Our review of The Skulls Trilogy, published February 10th, 2009, is also available.
Power. Privilege. Puh-leeze.
Everybody who doesn't "have it" in this world—"it" being that ineffable combination of wealth, good breeding and knowing the right people—look upon those who do "have it" with suspicion and scorn. How did they get where they are? Certainly being born into the right upper-class whitebread family helps a lot, but maybe there's something more to it than that. Suggest the notion that there's a conspiracy at work, and everyone takes notice.
That's the mound from which The Skulls is pitched: the idea that all the movers and shakers in American politics, all the tycoons and a hefty number of CIA agents (although, really, if you had a choice between being a tycoon or a CIA agent, which would you choose?) all emerged from a sinister secret society in one of our very own Ivy League universities.
Like all secret societies, they have a bottomless budget, and they are always watching you. If you play by their rules, they'll give you everything you ever dreamed of. But cross them, and they'll stick you in a goofy and meaningless movie like this one.
Facts of the Case
Luke McNamara (Joshua Jackson) is a poor boy struggling his way towards law school at an unnamed New Haven University with lots of "Y"s on all the walls (most of the film was actually shot at the University of Toronto, but they go to great pains to suggest that the setting is Yale. I guess there are no cool secret societies in Canada). His rowing victories earn him the attention of the Skulls, who promise to pay his way through school and then some. But his inclusion causes some tension with his liberal arts buddies Will (Hill Harper) and Chloe (Leslie Bibb). When Will infiltrates the Skull's "Ritual Room" to discover their secrets, Luke's new Skull pal Caleb (Paul Walker) catches him, setting up Luke's dilemma between his loyalty to his friends and his duties as a Skull.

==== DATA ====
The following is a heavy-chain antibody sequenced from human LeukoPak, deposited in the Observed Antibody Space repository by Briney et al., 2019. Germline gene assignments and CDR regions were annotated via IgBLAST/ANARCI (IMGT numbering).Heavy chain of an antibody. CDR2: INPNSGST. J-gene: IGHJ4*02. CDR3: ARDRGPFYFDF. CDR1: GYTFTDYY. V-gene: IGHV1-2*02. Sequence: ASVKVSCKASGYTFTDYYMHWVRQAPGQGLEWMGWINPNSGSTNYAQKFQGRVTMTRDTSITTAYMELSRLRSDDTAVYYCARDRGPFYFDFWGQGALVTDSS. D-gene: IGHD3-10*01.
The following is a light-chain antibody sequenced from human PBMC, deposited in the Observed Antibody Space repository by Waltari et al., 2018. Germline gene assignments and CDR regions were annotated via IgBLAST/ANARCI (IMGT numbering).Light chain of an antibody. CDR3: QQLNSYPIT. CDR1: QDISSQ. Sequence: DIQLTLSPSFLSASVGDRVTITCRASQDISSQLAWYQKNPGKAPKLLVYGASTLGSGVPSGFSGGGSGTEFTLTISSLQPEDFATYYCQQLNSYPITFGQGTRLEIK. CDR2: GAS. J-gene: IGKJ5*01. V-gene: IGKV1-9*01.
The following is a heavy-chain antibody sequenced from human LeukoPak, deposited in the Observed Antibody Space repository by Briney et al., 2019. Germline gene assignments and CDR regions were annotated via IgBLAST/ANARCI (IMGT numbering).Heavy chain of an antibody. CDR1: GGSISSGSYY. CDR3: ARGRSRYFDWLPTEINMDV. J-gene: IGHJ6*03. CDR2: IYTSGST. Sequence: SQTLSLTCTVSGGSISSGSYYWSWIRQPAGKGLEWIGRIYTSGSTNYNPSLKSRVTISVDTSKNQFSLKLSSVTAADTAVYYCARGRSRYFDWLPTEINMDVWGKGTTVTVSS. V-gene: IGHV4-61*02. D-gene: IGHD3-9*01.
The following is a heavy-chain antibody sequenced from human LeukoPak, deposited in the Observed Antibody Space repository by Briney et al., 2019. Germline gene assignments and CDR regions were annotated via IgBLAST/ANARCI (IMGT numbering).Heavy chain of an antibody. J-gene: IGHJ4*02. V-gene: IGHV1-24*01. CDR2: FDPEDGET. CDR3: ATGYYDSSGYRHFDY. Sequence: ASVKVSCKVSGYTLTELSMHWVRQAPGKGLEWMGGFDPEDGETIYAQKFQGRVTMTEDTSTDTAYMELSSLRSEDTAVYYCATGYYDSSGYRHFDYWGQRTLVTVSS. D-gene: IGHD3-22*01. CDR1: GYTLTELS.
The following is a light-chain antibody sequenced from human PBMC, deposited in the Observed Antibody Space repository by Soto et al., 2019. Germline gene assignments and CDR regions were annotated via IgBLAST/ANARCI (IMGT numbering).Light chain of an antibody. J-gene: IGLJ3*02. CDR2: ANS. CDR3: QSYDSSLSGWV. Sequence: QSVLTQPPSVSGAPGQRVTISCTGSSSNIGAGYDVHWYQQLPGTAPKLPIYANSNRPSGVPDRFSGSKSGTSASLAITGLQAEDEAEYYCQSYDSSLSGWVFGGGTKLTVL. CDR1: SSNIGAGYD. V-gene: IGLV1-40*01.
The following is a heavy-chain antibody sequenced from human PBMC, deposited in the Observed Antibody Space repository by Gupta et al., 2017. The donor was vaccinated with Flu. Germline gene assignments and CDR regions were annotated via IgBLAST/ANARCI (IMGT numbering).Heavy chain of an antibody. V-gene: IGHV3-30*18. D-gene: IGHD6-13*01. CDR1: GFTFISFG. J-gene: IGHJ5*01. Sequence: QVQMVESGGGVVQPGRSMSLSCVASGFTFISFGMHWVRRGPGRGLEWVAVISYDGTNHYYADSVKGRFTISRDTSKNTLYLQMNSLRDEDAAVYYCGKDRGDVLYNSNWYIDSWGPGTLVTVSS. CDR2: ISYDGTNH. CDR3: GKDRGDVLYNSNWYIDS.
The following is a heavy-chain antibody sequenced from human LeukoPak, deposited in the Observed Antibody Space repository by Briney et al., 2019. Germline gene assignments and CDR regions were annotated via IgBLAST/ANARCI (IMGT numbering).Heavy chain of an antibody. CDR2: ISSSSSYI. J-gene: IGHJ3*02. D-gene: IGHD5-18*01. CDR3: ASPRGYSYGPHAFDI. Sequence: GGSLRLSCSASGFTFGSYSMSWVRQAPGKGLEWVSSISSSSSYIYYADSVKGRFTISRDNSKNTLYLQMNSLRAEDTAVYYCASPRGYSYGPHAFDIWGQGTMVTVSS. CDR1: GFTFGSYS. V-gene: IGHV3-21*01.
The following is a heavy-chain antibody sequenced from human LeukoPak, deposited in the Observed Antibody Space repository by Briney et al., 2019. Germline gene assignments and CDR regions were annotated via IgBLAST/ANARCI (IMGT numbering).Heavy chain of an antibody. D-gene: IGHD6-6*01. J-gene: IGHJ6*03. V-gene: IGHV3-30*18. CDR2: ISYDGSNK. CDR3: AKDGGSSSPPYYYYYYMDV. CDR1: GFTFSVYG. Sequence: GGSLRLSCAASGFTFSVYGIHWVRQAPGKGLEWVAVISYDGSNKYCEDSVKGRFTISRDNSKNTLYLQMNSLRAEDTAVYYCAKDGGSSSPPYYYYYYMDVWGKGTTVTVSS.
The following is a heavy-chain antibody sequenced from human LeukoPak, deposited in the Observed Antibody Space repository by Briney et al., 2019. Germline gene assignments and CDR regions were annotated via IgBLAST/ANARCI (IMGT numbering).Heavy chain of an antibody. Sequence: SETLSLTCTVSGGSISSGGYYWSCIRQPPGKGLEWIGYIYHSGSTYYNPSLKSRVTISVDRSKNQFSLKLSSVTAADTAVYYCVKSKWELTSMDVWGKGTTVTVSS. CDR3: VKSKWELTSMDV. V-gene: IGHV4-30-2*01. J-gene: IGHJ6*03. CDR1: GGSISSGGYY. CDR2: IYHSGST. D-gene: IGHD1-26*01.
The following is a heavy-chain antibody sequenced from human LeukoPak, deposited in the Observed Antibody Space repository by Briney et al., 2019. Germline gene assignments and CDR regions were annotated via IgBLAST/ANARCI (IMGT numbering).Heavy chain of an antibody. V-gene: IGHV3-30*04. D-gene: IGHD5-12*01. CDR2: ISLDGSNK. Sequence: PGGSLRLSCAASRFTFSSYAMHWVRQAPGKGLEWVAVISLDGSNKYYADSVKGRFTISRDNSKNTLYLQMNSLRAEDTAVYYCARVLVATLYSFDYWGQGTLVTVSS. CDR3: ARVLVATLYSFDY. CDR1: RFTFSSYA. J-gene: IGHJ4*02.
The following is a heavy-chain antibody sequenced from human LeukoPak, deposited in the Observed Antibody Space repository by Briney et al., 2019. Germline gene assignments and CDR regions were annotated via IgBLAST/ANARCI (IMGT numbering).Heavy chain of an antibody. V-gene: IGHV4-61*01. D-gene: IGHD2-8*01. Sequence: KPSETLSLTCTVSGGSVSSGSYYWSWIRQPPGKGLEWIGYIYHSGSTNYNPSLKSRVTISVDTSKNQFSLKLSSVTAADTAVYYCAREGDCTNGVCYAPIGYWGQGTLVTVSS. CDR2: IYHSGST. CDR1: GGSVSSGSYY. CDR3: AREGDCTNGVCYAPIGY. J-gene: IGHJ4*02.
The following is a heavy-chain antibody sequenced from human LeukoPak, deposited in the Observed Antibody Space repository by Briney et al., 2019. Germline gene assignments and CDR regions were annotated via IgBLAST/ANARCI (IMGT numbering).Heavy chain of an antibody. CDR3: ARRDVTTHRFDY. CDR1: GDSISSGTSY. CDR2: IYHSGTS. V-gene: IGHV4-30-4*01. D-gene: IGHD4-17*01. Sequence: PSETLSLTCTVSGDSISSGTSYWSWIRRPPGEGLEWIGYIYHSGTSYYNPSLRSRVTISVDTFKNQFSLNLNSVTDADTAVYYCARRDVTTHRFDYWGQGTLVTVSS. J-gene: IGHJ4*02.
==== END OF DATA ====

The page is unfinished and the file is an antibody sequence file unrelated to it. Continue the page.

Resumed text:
The Skulls is obviously aimed at the 15-22 set, who aren't really interested in Star Chamber politics but really dig the idea of getting lots of free stuff. This explains the casting of Joshua Jackson (TV's Dawson's Creek) and Paul Walker (Varsity Blues, She's All That), as well as the prerequisite romantic sub-plot and the car chase scenes near the end.
I'm not sure if Yale is really that good a choice of setting for that particular demographic, but director Rob Cohen does his darnedest to make it seem opulent, mysterious, and action-packed. The cinematography won't win any Oscars, but the DVD certainly does deliver some impressive visuals. The transfer is sound, and Cohen's use of light and shadow in the Skulls' catacombs is well planned-out. More on those catacombs later, though.